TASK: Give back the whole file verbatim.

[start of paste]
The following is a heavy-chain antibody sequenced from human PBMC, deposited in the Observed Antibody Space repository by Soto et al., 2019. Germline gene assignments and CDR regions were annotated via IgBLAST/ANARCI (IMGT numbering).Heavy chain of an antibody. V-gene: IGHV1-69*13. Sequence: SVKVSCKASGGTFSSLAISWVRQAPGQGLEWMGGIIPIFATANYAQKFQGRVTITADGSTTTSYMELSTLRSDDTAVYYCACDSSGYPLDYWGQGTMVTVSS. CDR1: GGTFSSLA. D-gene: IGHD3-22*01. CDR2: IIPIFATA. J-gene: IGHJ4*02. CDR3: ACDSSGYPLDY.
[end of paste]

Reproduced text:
The following is a heavy-chain antibody sequenced from human PBMC, deposited in the Observed Antibody Space repository by Soto et al., 2019. Germline gene assignments and CDR regions were annotated via IgBLAST/ANARCI (IMGT numbering).Heavy chain of an antibody. V-gene: IGHV1-69*13. Sequence: SVKVSCKASGGTFSSLAISWVRQAPGQGLEWMGGIIPIFATANYAQKFQGRVTITADGSTTTSYMELSTLRSDDTAVYYCACDSSGYPLDYWGQGTMVTVSS. CDR1: GGTFSSLA. D-gene: IGHD3-22*01. CDR2: IIPIFATA. J-gene: IGHJ4*02. CDR3: ACDSSGYPLDY.